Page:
Jackson, Martin (University of Wolverhampton, 2007)
Emerging information and communication technology (ICT) introduces many opportunities for the improved transfer of business documents throughout the trading process in the construction industry. Perceived and actual benefits have been realised throughout many studies however the relative success or failure has not been fully investigated for neither an individual organisational basis or throughout a complete supply chain. This research fills this knowledge gap by focusing on the feasibility of success before any design or development is undergone. The primary objective was to explore, explain and understand the nature of an organisation in the construction industry with reference to the adoption of technology and electronic trading methods such as electronic data interchange (EDI) and other methods of electronic commerce (Ecommerce). The second objective was to dissect the primary research and discover the key construct elements that exist and make an organisation what it is. These four quadrants or related business influences will form the basis for the factors governing success or failure of an adoption for both a stand-alone organisation and one within a supply chain. The third objective was to development a new analytical tool for determining success prior to the adoption of new technology into an existing business framework. The fourth objective was to test the tool within the construction industry in the UK and analyse the results. This research adopted a quantitative research approach in the form of a questionnaire that when data was recorded and analysed could produce a graphical representation of an organisation. Three models have been developed, they are focused toward determining success; (1) stand-alone organisational success, (2) supply chain success, (3) period of time taken to achieve successful adoption. This research helps us to understand the nature and extent of intra-organisational factors that influence the adoption of new technology. Secondly it provides the four key factors (four quadrants) that determine successful adoption: human resources, management, processes, and culture. Thirdly, these factors provide the building blocks for newly developed models. This provides for a clearer understanding of whether new information technology and communication developments can be successfully adopted into any organisation. Lastly, the research can help us understand the barriers to, and levers for, successful adoption. This research has some limitations that need to be acknowledged, most importantly the ‘target model’ was constructed from four quadrants that are evenly sized and weighted based on a questionnaire that suffers from a similar issue, further research is needed to address this weighting issue.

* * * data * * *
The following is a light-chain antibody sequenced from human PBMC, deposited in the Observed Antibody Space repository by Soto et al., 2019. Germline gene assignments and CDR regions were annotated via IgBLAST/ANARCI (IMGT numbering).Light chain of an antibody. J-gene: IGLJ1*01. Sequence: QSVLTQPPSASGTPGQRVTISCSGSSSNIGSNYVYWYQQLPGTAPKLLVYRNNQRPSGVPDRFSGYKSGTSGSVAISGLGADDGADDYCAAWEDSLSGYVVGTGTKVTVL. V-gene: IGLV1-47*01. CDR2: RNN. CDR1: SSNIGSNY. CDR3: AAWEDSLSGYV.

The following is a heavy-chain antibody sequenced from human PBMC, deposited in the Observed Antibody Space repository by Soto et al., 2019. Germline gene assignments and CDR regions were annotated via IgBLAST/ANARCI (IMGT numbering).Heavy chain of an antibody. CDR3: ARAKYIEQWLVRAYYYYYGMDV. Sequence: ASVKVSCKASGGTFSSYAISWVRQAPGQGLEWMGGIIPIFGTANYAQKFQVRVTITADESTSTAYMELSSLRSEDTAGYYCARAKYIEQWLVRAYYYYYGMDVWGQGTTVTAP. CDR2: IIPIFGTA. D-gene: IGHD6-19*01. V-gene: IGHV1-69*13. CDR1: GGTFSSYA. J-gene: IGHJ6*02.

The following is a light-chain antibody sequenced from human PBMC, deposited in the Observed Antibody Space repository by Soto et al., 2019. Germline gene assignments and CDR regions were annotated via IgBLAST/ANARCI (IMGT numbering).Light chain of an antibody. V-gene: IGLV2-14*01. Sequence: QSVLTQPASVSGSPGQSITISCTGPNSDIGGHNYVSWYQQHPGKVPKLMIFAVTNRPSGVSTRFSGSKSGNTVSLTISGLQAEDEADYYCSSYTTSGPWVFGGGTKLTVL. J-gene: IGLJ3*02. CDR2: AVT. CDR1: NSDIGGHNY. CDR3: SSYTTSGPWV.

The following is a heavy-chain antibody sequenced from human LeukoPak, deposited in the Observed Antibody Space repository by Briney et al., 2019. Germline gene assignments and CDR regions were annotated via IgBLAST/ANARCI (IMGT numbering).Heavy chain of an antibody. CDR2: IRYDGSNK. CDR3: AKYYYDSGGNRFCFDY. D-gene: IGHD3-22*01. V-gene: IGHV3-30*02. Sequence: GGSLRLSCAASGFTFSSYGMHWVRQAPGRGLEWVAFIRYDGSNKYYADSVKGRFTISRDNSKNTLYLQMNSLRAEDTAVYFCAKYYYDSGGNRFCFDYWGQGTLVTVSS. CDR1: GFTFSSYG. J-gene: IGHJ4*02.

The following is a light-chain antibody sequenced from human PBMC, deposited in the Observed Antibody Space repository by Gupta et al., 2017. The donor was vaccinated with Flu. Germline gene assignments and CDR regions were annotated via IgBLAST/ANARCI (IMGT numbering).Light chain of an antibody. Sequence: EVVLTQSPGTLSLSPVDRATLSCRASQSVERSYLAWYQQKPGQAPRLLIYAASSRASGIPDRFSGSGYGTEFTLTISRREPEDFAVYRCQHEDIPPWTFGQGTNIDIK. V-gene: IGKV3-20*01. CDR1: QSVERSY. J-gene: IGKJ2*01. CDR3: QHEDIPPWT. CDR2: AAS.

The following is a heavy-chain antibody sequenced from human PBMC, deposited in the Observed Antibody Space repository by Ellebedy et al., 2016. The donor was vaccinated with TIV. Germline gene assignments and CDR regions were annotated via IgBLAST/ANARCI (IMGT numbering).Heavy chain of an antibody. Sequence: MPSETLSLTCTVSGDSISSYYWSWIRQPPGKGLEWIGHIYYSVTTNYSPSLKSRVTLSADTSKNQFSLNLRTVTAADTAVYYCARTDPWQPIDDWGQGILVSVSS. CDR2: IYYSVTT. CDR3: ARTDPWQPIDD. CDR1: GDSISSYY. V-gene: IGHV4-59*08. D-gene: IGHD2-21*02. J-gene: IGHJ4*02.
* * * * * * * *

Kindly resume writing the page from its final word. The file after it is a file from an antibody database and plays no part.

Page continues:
This thesis provides an examination of the emergence and development of Sir Oswald Mosley’s British Union of Fascists in the Midlands between 1932 and 1940. It charts the fascist presence in four major cities: Birmingham, Stoke-on-Trent, Coventry and Leicester. The BUF is the largest and most important fascist movement to have ever existed in Britain. Mosleyite fascism in the Midlands as a region has never before been investigated and represents a significant gap in the historiography of British fascist studies. Alongside affording valuable insight into Mosleyite fascism at the regional level, the study will illuminate further understanding of the BUF nationally. The fascist experience in the Midlands is used to test and contribute to arguments about the national movement in the secondary literature relating to three themes: (a) the social class composition of BUF membership; (b) the strength of BUF membership; and (c) the focus of BUF propaganda. Finally, four main areas generally recognised as the reasons for national failure are discussed to explain the long-term marginalisation of the BUF in the Midlands.
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